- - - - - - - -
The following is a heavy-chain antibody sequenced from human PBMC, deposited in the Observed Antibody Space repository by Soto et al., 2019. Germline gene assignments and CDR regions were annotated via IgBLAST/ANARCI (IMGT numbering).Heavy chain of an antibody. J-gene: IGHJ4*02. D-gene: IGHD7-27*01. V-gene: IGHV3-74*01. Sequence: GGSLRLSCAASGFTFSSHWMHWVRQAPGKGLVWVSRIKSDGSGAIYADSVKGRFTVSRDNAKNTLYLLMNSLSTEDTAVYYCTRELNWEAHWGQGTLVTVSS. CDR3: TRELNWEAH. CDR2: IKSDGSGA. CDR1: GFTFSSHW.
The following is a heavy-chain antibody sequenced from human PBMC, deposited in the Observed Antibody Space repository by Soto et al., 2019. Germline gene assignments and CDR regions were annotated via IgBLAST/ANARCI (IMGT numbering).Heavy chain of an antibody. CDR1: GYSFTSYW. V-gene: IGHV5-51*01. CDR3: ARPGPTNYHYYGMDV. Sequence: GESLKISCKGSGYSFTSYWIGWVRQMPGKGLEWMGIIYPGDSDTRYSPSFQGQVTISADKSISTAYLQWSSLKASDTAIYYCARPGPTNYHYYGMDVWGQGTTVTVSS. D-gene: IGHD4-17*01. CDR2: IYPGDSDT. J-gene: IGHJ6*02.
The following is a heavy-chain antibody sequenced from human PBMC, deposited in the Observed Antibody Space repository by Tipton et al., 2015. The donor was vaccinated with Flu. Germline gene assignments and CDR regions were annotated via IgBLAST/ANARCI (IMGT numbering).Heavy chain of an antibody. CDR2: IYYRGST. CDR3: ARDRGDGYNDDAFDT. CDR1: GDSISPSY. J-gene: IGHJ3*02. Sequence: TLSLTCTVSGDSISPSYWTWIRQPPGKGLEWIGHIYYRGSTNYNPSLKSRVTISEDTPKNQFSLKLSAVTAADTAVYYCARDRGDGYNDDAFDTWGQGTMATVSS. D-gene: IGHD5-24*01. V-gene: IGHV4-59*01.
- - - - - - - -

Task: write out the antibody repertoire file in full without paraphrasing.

The following is a heavy-chain antibody sequenced from human PBMC, deposited in the Observed Antibody Space repository by Soto et al., 2019. Germline gene assignments and CDR regions were annotated via IgBLAST/ANARCI (IMGT numbering).Heavy chain of an antibody. J-gene: IGHJ4*02. D-gene: IGHD7-27*01. V-gene: IGHV3-74*01. Sequence: GGSLRLSCAASGFTFSSHWMHWVRQAPGKGLVWVSRIKSDGSGAIYADSVKGRFTVSRDNAKNTLYLLMNSLSTEDTAVYYCTRELNWEAHWGQGTLVTVSS. CDR3: TRELNWEAH. CDR2: IKSDGSGA. CDR1: GFTFSSHW.
The following is a heavy-chain antibody sequenced from human PBMC, deposited in the Observed Antibody Space repository by Soto et al., 2019. Germline gene assignments and CDR regions were annotated via IgBLAST/ANARCI (IMGT numbering).Heavy chain of an antibody. CDR1: GYSFTSYW. V-gene: IGHV5-51*01. CDR3: ARPGPTNYHYYGMDV. Sequence: GESLKISCKGSGYSFTSYWIGWVRQMPGKGLEWMGIIYPGDSDTRYSPSFQGQVTISADKSISTAYLQWSSLKASDTAIYYCARPGPTNYHYYGMDVWGQGTTVTVSS. D-gene: IGHD4-17*01. CDR2: IYPGDSDT. J-gene: IGHJ6*02.
The following is a heavy-chain antibody sequenced from human PBMC, deposited in the Observed Antibody Space repository by Tipton et al., 2015. The donor was vaccinated with Flu. Germline gene assignments and CDR regions were annotated via IgBLAST/ANARCI (IMGT numbering).Heavy chain of an antibody. CDR2: IYYRGST. CDR3: ARDRGDGYNDDAFDT. CDR1: GDSISPSY. J-gene: IGHJ3*02. Sequence: TLSLTCTVSGDSISPSYWTWIRQPPGKGLEWIGHIYYRGSTNYNPSLKSRVTISEDTPKNQFSLKLSAVTAADTAVYYCARDRGDGYNDDAFDTWGQGTMATVSS. D-gene: IGHD5-24*01. V-gene: IGHV4-59*01.